• 79 rue de Varenne, 75007

    • Open 9:30am–5:45pm Tue–Sun (until 4:45pm in winter), gardens open one hour later

    • Admission charge


    Musée Rodin
  6. Musée du Quai Branly

    The aim of this museum is to showcase the arts of Africa, Asia, Oceania and the Americas. The collection boasts nearly 300,000 artifacts, including a fantastic array of African instruments, Gabonese masks, Aztec statues and 17th-century painted animal hides from North America (once the pride of the French royal family). Designed by Jean Nouvel, the building is an exhibit in itself: glass is ingeniously used to allow the surrounding greenery to act as a natural backdrop to the collection.

    • 37 quai Branly, 75007

    • Open 11am–7pm Tue–Sun (until 9pm Thu–Sat)

    • Admission charge

  7. Rue Cler

    The cobblestone pedestrianized road that stretches south of rue de Grenelle to avenue de La Motte-Picquet is the most exclusive street market in Paris. Here greengrocers, fishmongers, butchers, and wine merchants sell top-quality produce to the well-heeled residents of the area. Tear yourself away from the mouth-watering cheeses and pastries, however, to feast your eyes on the Art Nouveau buildings at Nos. 33 and 151.

  8. Ecole Militaire

    At the urging of his mistress Madame Pompadour, Louis XV approved the building of the Royal Military Academy in 1751. Although its purpose was to educate the sons of impoverished officers, a grand edifice was designed by Jacques-Ange Gabriel, architect of the place de la Concorde and the Petit Trianon at Versailles, and completed in 1773. The central pavilion with its quadrangular dome and Corinthian pillars is a splendid example of the French Classical style.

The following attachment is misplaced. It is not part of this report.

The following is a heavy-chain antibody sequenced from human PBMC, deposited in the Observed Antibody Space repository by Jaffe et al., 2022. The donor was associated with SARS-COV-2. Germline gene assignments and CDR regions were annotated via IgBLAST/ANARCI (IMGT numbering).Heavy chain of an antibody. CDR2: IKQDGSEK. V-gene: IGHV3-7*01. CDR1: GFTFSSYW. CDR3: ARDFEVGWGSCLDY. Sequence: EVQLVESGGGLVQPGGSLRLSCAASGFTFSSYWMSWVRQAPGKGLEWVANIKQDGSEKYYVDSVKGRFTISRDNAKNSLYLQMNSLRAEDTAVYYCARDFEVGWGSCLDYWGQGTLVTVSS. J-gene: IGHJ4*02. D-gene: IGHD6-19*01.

• 1 pl Joffre, 75007

    • Open to the public by special permission only (apply in writing)


    The headquarters of the United Nations Educational, Scientific and Cultural Organization (UNESCO) were built in 1958 by an international team of architects from France (Zehrfuss), Italy (Nervi) and the United States (Breuer). Their Y-shaped building of concrete and glass may be unremarkable, but inside the showcase of 20th-century art by renowned international artists is well worth a visit. There is a huge mural by Picasso, ceramics by Joan Miró, and a 2nd-century mosaic from El Djem in Tunisia. Outside is a giant mobile by Alexander Calder and a peaceful Japanese garden.

    • 7 pl de Fontenoy, 75007

    • 01 45 68 10 00

    • By appointment only

    • Free

  10. Assemblée Nationale

    Built for the daughter of Louis XIV in 1722, the Palais Bourbon has housed the lower house of the French parliament since 1827. The Council of the Five Hundred met here during the Revolution, and it was the headquarters of the German Occupation during World War II. Napoleon added the Classical riverfront façade in 1806 to complement La Madeleine across the river.

    • 33 Quai d’Orsay, 75007

    • Open for tours only (identity papers compulsory) 10am, 2pm, 3pm Sat, except public hols and when parliament is in session

    • Free